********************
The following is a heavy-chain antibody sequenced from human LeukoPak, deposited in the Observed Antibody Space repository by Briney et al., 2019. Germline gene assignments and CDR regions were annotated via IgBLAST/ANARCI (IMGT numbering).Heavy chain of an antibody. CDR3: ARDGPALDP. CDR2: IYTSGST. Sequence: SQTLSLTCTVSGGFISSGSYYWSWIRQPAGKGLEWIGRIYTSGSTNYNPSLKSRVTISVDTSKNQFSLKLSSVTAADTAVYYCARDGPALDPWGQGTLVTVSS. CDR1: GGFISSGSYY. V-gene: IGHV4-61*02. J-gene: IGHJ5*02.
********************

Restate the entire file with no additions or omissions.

The following is a heavy-chain antibody sequenced from human LeukoPak, deposited in the Observed Antibody Space repository by Briney et al., 2019. Germline gene assignments and CDR regions were annotated via IgBLAST/ANARCI (IMGT numbering).Heavy chain of an antibody. CDR3: ARDGPALDP. CDR2: IYTSGST. Sequence: SQTLSLTCTVSGGFISSGSYYWSWIRQPAGKGLEWIGRIYTSGSTNYNPSLKSRVTISVDTSKNQFSLKLSSVTAADTAVYYCARDGPALDPWGQGTLVTVSS. CDR1: GGFISSGSYY. V-gene: IGHV4-61*02. J-gene: IGHJ5*02.